However, despite the considerable tension between Greek and Latin thinkers on this issue, some have sought to reconcile the two approaches. St. Augustine, while affirming the filioque, affirmed that the Holy Spirit "principally proceeds" from the Father. Other Latin writers have likewise sought to clarify that they were not teaching two sources of divinity within the Godhead, and the Council of Lyons (1274) stated that "the Holy Spirit proceeds from the Father and the Son, yet not as from two origins but as one origin." Nevertheless, the same Council of Lyons also condemned those who deny the filioque clause and the doctrine remains a significant point of contention between Eastern and Western Churches today. The most recent development is a statement issued by the North American Orthodox-Catholic Consultation on October 28, 2003, which concluded a four-year study on the issue and suggested steps towards unity.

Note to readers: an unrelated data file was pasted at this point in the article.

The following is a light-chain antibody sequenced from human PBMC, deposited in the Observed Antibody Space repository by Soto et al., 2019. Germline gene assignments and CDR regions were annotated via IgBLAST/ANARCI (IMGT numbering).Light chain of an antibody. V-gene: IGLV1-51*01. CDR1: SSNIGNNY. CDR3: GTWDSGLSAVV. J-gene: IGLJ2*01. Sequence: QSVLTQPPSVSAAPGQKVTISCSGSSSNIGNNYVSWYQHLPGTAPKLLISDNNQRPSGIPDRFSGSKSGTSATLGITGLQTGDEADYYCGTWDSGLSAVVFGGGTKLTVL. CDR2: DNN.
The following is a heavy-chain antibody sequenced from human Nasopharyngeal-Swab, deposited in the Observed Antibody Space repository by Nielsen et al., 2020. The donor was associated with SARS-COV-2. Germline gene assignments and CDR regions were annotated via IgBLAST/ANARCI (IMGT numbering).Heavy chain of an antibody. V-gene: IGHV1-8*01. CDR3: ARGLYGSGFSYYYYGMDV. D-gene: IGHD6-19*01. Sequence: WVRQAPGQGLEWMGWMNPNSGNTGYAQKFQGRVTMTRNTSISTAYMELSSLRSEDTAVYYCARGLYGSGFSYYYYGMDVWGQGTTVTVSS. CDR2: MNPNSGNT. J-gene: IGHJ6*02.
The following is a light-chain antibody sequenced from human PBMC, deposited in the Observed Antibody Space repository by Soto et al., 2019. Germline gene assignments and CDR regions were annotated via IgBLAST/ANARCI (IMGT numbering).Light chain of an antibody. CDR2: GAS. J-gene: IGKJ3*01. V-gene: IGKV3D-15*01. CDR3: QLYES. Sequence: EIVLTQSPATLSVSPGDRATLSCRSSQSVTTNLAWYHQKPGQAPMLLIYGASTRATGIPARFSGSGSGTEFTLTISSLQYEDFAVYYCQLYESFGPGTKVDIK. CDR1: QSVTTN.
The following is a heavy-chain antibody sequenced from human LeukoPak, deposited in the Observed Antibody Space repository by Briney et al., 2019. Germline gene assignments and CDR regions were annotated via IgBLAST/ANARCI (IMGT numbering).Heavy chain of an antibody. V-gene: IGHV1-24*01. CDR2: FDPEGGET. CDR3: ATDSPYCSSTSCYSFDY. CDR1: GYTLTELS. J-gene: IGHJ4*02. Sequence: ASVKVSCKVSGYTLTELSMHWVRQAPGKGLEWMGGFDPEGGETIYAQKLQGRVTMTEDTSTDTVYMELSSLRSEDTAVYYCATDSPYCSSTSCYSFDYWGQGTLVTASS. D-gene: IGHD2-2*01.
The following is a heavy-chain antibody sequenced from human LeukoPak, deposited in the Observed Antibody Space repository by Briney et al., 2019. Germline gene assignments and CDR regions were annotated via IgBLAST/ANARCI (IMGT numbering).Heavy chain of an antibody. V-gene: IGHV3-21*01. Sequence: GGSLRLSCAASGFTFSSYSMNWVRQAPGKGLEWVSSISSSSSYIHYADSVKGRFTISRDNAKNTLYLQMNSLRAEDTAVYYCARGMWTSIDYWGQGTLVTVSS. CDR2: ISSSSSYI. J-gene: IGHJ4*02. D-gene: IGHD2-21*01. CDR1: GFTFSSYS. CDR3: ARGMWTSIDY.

Protestants generally follow the Catholic doctrine of the filioque. Anglicans, who among Protestants are most closely identified with Catholicism, have generally accepted Double Procession since the 39 Articles, but modern Anglican theologians participating in ecumenical discussions on the subject are often disposed to dropping the filioque from the Creed.

Gifts of the Holy Spirit